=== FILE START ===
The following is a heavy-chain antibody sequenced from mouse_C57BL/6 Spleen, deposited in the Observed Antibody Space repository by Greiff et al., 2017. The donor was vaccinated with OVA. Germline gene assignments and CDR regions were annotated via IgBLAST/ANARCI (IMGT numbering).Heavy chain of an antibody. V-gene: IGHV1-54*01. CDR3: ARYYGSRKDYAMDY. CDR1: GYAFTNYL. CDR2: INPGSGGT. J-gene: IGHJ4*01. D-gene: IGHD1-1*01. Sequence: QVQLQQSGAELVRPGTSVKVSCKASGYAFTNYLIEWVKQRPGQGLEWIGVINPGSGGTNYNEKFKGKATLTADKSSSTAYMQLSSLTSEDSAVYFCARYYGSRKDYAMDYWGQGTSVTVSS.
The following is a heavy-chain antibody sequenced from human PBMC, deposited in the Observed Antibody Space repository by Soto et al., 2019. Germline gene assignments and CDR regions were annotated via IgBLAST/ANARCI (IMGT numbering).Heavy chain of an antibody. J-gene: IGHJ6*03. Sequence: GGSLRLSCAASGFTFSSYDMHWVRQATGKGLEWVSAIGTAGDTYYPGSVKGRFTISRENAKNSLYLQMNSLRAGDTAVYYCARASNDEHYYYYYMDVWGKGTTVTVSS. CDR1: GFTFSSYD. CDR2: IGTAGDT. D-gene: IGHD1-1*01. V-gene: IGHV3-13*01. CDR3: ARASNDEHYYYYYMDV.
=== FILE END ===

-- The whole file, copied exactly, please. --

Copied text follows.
The following is a heavy-chain antibody sequenced from mouse_C57BL/6 Spleen, deposited in the Observed Antibody Space repository by Greiff et al., 2017. The donor was vaccinated with OVA. Germline gene assignments and CDR regions were annotated via IgBLAST/ANARCI (IMGT numbering).Heavy chain of an antibody. V-gene: IGHV1-54*01. CDR3: ARYYGSRKDYAMDY. CDR1: GYAFTNYL. CDR2: INPGSGGT. J-gene: IGHJ4*01. D-gene: IGHD1-1*01. Sequence: QVQLQQSGAELVRPGTSVKVSCKASGYAFTNYLIEWVKQRPGQGLEWIGVINPGSGGTNYNEKFKGKATLTADKSSSTAYMQLSSLTSEDSAVYFCARYYGSRKDYAMDYWGQGTSVTVSS.
The following is a heavy-chain antibody sequenced from human PBMC, deposited in the Observed Antibody Space repository by Soto et al., 2019. Germline gene assignments and CDR regions were annotated via IgBLAST/ANARCI (IMGT numbering).Heavy chain of an antibody. J-gene: IGHJ6*03. Sequence: GGSLRLSCAASGFTFSSYDMHWVRQATGKGLEWVSAIGTAGDTYYPGSVKGRFTISRENAKNSLYLQMNSLRAGDTAVYYCARASNDEHYYYYYMDVWGKGTTVTVSS. CDR1: GFTFSSYD. CDR2: IGTAGDT. D-gene: IGHD1-1*01. V-gene: IGHV3-13*01. CDR3: ARASNDEHYYYYYMDV.